Around twilight Thursday, Los Angeles Times journalists gathered at Flora, a rooftop bar a short walk from the newspaper’s headquarters, to congratulate their late editor, Kevin Merida.
As reporters and editors sipped cocktails under dark skies, discussion focused on why Mr. Merida, the paper’s editor for nearly three years, had suddenly decided to leave — and the deep layoffs that had taken place in emergency meetings earlier that day. The possibility was discussed. According to four attendees.
In the days that followed, internal talks between the company and the staff union have included talk of cutting about 100 jobs or about 20 percent of the newsroom, according to two people with knowledge of the discussions. This has put The Times journalists at odds with their boss, biotechnology billionaire Patrick Soon-Shiong. Those relations reached a crescendo on Friday when employees left the jobThe newsroom’s first union-organized work stoppage in the newspaper’s 142-year history.
Tensions escalated further on Monday, when several state congressional representatives sent a letter to Dr. Soon-Shiong raising concerns about the scope of the cuts, and staffers received a note informing them that two other senior The editor has left.
Hillary Manning, a spokeswoman for the company, did not comment on tensions in the newsroom or the scope of the proposed cuts, but said in a statement that the newspaper “appreciated the concerns expressed by elected officials regarding the anticipated layoffs.”
He said the Los Angeles Times had appealed to lawmakers to pass legislation that could help address the financial challenges facing local news publishers.
“We have made it clear to many of these MPs over the last several years that local news publishers are facing an existential crisis,” he said. “The Los Angeles Times is facing no serious financial challenges.”
Major layoffs at The Times, the West Coast’s largest news organization, would be the latest in a series of bad news for the publishing industry, which is facing sharp economic headwinds. In addition to The Times, The Washington Post and Time magazine collectively lost hundreds of millions of dollars last year, despite their newsrooms having billionaire owners and deep investments. Even cultural touchstones like Pitchfork and Sports Illustrated have not been spared, with both publications announcing significant cuts in recent weeks.
When Dr. Soon-Shiong bought The Los Angeles Times in 2018 informed of Its newsroom consisted of approximately 400 people with approximately 138,000 digital subscribers. Journalists, fed up with years of corporate infighting and cost-cutting, welcomed a wealthy owner who said he was committed to investing. Over the course of two years, approximately 150 new journalists were hired, and the newspaper reinvested in foreign news coverage and expanded its digital presence.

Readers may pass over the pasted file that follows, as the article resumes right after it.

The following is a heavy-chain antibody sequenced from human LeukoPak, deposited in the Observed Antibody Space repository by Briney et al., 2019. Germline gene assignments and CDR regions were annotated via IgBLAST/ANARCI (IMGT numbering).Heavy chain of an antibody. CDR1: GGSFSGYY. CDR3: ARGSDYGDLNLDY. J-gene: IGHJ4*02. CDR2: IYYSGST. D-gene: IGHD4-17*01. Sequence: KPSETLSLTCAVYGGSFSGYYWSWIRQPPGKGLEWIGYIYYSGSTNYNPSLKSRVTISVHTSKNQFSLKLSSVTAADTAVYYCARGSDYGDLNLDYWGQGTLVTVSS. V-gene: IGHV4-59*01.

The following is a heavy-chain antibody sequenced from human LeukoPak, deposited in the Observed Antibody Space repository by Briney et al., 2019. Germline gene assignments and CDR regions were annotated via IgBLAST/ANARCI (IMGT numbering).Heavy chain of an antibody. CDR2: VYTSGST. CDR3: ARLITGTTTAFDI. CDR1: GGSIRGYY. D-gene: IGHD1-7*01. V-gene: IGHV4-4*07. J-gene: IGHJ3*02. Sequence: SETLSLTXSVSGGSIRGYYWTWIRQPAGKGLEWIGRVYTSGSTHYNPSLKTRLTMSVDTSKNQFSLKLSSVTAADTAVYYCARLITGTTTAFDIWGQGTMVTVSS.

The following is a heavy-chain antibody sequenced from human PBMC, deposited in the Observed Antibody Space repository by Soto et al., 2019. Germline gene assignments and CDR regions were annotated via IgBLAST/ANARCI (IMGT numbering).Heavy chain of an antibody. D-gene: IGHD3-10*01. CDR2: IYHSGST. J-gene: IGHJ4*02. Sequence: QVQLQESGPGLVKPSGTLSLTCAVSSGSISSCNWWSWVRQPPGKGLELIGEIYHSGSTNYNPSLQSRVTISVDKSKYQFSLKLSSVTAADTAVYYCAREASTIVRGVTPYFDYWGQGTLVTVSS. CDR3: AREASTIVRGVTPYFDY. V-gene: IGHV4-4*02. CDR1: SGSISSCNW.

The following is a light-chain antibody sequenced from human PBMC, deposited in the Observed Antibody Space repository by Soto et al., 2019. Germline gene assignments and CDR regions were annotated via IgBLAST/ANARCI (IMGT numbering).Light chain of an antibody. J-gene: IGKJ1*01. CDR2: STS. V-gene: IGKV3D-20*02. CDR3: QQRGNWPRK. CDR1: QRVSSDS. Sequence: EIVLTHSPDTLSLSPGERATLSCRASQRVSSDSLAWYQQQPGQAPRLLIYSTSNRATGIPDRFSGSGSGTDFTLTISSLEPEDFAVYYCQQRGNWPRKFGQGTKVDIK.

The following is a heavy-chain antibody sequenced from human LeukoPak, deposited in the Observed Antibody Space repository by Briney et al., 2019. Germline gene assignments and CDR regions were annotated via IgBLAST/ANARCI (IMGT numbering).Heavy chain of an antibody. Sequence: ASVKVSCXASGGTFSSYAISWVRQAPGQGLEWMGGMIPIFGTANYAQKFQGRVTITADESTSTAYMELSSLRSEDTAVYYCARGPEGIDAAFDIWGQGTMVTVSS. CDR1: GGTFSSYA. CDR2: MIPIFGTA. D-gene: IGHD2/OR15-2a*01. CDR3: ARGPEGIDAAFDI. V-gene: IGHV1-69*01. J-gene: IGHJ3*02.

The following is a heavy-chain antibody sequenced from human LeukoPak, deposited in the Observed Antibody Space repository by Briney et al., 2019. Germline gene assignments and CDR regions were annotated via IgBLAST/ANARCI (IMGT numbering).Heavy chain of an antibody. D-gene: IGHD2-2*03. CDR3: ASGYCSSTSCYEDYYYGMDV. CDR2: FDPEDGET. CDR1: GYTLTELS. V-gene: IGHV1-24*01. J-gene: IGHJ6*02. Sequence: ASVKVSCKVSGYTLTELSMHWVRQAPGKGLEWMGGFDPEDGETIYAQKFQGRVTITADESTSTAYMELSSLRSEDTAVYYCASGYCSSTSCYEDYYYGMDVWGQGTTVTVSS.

But in June, in the first major cuts under Dr. Soon-Shiong’s ownership, The Times eliminated 74 newsroom roles, or about 13 percent of its workforce. Losing an additional 20 percent of the newsroom would bring it back to roughly the same staffing level as when Dr. Soon-Shiong bought the company.
The Times has lost money for years, and a strike by writers and actors in Hollywood last year reduced additional advertising revenue. By the middle of the year, The Times was on pace to lose $30 million to $40 million, and the newspaper fell short of its subscription goal, setting the stage for further cost cutting.
Before the scope of the cuts were made public, Mr. Merida announced his exit. His departure followed tensions with members of the Soon-Shiong family over editorial and business priorities, including the 2024 budget and a decision by Mr. Merida to bar staffers who had criticized Israel’s response to the October 7 attacks by Hamas. A letter was signed in protest. Conflict with Gaza.
According to three current employees, on the day of the strike, after the journalists walked off the job, they discovered that their corporate email and Slack accounts had been shut down. The people said their access was restored over the weekend.
Mr Merida’s departure leaves a void in senior management, which has widened in the past week. Two top editors have since announced their departure: Shani Hilton and Sarah Yassin, both managing editors. Both were part of a team of four editors overseeing the newspaper after Mr. Merida’s exit. first semaphore informed of On his departure.
“This is a passionate and proud newsroom, and I am confident that journalism and a deep love of the paper will ensure its future,” Ms Yassin wrote to colleagues on Monday.
Later on Monday, senior editor Julia Turner emailed the newsroom and said that she and Scott Craft, another senior editor, “are now responsible for all editorial functions.” He added that he “is advocating for editorial interests in negotiations with the company regarding the financial crisis we are facing.”
The leadership exit prompted some staffers to circulate an image that included headshots of the departing editors — including Mr. Merida, Ms. Hilton and Ms. Yassin — with those of the newspaper’s other leaders in a grid labeled “Masthead Bingo.” In.
The letter to Dr. Soon-Shiong from lawmakers including Representatives Adam Schiff, Jimmy Gomez and Ted Lieu expresses concern over the impact the cuts will have on the community.
“We urge all parties to reach a consensus to avoid a drastic move that would harm the outlet’s ability to report on important news in our city and across the country,” the letter said.